For example,
    * many patients with Lyme disease will show reactive bands at, say, 60 and/or 66 kDa. However, these correspond to common proteins in many bacteria, not just Borrelia burgdorferi, and so are of limited diagnostic usefulness, especially in the absence of other, more species-specific bands.

    The band at 41 kDa corresponds to Bb's flagella (the whip like organelles used for locomotion -- Bb has several) is one of the earliest to show up on the Western blots of Lyme disease patients. But for some reason it is also the most commonly appearing band in control subjects.

    This may be due to the fact that many people are exposed to spirochetes at some time in their lives and so their sera might cross react with this protein.

    * On the other hand, certain other bands are considered highly specific for Bb -- the aforementioned
    o 31 kDa band, for example, or
    o 34 (OspB) or
    o 39 or OspC (anywhere between 22 and 25).
    Also thought to be species-specific are
    o The 83 and
    o 94 kDa bands.

    Many Lyme disease scientists believe that any patient whose IgG Western blot exhibits bands at, say, any 3 (or even 2) of these locations almost certainly has Lyme disease, regardless of whether or not any other bands are present.

    They feel that these bands on a Lyme Western blot are simply more meaningful than other, less specific ones and that a rational interpretation of a WB result should take this into account.

    Unfortunately, this does not often happen, and will happen even less with the CDC criteria.

    2. A second criticism of the CDC Western blot criteria is that they fail to include the 31 and 34 kDa bands.

    This does indeed seem like an odd decision, since antibodies with these molecular weights correspond to the OspA and OspB proteins of B. burgdorferi, which are considered to be among the most species-specific proteins of the organism.

    So why didn't Dressler et al. include them?

    Answer: These bands tend to appear late if at all in Lyme disease patients, and did not show up with great frequency in the patients that the Dressler et al. group studied (though they did show up sometimes). As a result, they weren't deemed to have much diagnostic value and didn't find their way onto the CDC hot list.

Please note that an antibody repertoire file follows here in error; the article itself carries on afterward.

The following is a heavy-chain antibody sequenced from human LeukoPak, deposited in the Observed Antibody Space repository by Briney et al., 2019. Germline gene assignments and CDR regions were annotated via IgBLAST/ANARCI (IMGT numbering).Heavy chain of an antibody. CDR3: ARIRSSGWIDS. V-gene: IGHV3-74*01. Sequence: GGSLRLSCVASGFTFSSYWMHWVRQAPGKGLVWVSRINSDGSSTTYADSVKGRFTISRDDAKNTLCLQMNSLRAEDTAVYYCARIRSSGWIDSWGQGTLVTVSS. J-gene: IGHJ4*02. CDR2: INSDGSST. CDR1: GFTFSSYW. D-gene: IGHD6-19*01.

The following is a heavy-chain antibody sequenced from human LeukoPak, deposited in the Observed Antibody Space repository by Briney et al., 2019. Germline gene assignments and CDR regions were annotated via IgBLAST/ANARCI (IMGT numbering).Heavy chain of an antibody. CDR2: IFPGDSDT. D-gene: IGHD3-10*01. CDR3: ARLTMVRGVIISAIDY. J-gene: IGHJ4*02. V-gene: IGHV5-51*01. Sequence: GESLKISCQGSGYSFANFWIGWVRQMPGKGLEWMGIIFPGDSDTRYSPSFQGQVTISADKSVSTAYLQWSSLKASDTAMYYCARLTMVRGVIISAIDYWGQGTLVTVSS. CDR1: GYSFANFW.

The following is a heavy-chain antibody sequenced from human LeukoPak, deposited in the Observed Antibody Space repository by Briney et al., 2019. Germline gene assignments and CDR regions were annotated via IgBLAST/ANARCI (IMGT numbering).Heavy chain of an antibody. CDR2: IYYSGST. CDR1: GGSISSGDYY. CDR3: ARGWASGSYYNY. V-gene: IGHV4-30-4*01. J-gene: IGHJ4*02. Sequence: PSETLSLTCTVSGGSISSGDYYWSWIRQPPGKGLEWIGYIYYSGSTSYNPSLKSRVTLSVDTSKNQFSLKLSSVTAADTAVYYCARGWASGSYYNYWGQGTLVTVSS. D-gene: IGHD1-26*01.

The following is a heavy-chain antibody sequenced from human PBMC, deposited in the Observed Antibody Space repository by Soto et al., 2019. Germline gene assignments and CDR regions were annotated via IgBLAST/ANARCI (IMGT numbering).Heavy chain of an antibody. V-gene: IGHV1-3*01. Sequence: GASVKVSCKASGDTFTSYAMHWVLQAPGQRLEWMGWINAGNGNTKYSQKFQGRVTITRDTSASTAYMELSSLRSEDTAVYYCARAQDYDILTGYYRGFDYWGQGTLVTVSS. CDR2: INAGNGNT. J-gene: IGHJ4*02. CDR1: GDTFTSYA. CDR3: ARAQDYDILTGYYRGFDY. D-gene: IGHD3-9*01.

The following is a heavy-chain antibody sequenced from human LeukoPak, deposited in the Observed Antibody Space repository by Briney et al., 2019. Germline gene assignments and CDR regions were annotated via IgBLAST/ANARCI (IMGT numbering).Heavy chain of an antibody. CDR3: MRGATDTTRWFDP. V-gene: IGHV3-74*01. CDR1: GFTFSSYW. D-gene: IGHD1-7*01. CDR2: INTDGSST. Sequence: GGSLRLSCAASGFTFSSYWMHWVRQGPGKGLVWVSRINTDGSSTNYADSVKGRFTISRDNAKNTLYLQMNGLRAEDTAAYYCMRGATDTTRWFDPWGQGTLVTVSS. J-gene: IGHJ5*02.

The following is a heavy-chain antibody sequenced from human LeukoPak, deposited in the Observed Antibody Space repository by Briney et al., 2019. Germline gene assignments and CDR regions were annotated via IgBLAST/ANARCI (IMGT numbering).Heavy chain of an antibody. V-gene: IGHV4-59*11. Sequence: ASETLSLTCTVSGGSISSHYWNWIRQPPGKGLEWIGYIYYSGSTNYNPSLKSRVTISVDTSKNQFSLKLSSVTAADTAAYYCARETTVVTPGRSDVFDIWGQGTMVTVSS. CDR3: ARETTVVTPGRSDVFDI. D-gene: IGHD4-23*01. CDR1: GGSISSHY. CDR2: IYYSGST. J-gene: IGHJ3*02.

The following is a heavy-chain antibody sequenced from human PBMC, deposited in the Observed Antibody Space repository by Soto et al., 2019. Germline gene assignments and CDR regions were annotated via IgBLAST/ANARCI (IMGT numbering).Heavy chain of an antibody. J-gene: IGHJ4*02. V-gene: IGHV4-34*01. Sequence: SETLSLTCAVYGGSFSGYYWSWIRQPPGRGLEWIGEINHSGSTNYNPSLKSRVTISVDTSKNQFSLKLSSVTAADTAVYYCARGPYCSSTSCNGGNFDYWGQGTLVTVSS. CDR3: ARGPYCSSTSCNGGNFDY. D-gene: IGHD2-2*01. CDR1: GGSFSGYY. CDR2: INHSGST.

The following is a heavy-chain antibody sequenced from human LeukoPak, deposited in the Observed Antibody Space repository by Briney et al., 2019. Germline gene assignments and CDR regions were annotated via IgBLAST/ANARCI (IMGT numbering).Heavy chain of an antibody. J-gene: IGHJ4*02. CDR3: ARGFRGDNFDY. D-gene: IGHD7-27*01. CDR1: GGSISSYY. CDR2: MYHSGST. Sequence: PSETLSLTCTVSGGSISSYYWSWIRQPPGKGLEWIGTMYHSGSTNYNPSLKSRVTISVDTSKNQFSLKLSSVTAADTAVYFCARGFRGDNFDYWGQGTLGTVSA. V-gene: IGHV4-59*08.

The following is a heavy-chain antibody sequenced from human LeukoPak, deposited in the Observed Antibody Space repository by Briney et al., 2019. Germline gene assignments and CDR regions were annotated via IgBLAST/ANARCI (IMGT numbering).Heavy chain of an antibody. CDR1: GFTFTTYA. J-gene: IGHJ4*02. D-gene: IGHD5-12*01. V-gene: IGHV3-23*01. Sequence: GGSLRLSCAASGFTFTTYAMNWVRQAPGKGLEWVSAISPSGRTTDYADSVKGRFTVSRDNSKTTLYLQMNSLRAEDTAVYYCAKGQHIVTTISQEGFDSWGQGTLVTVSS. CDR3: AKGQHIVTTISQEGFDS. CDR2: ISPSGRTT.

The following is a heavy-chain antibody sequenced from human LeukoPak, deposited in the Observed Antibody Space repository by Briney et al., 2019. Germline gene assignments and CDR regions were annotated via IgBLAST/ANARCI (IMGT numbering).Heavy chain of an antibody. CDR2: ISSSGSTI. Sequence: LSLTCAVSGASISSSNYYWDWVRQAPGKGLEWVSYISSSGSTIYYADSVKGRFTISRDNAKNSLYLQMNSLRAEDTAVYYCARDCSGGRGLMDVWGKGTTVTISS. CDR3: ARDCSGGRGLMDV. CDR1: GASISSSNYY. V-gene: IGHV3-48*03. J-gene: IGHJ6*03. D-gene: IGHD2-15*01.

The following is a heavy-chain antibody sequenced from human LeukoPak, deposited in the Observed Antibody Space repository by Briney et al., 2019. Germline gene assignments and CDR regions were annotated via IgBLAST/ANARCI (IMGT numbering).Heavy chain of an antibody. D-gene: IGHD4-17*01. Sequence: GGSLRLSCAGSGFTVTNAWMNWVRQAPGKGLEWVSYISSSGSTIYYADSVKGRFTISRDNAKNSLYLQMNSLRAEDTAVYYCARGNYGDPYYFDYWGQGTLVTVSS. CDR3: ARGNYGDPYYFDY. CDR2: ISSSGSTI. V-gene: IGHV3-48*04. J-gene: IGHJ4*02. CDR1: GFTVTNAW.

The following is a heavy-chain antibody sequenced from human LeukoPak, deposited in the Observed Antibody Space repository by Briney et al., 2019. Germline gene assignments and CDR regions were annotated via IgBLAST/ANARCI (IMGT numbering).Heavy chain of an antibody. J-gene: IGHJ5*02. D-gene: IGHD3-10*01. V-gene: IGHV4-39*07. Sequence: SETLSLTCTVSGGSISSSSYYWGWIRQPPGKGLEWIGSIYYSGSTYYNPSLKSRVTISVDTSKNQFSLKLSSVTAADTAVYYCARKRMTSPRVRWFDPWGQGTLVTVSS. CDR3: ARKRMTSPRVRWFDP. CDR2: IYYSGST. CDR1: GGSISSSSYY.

However,
    * while the absence of either of these bands from a patient's immunoblot result does not rule out Lyme disease,
    * their presence is hardly meaningless.

    Thus, many Lyme disease experts believe it is a serious mistake to exclude these 2 antibody proteins from the list of significant bands.

    The CDC's decision to do so seems particularly strange in light of the fact that it is the OspA component of Bb that is being used as the stimulating antigen in the ongoing experimental Lyme disease vaccine trials.

    As one immunologist remarked shortly after the 1994 CDC conference, "If OspA is so unimportant, then why the heck are we vaccinating people with it?"

    3. Finally, it is important to keep in mind that no matter how carefully the Western blot test is carried out and interpreted, its usefulness, like that of all tests that measure B. burgdorferi antibodies, is ultimately contingent on the reliability of the human immune response as an indicator of exposure to B. burgdorferi.

    There are several scenarios in which the lack of a detectable antibody response may falsely suggest a lack of B. burgdorferi infection:

    1. First, it is well established that early subcurative treatment of Lyme disease can abrogate the human immune response to B. burgdorferi [3]. Although this is not thought to be a common phenomenon, a recent comparative trial for the treatment of erythema migrans found that a majority of patients who failed early treatment and suffered clinical relapse were seronegative at the time of relapse [4].

    Even treatment for disseminated Lyme disease, in which the patient's IgG immune response was previously well-established, can render a patient seronegative after treatment despite post-treatment culture-positivity for B. burgdorferi [5, 6].